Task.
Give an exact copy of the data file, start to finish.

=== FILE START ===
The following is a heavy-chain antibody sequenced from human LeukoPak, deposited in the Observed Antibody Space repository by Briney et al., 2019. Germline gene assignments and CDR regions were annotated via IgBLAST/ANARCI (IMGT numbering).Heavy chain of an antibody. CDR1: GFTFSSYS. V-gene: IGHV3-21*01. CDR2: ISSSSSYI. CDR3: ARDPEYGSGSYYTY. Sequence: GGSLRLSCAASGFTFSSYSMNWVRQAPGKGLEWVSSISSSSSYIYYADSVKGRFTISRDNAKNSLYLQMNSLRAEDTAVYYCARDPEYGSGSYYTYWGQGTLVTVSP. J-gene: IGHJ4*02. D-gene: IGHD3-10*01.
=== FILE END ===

The following is a heavy-chain antibody sequenced from human LeukoPak, deposited in the Observed Antibody Space repository by Briney et al., 2019. Germline gene assignments and CDR regions were annotated via IgBLAST/ANARCI (IMGT numbering).Heavy chain of an antibody. CDR1: GFTFSSYS. V-gene: IGHV3-21*01. CDR2: ISSSSSYI. CDR3: ARDPEYGSGSYYTY. Sequence: GGSLRLSCAASGFTFSSYSMNWVRQAPGKGLEWVSSISSSSSYIYYADSVKGRFTISRDNAKNSLYLQMNSLRAEDTAVYYCARDPEYGSGSYYTYWGQGTLVTVSP. J-gene: IGHJ4*02. D-gene: IGHD3-10*01.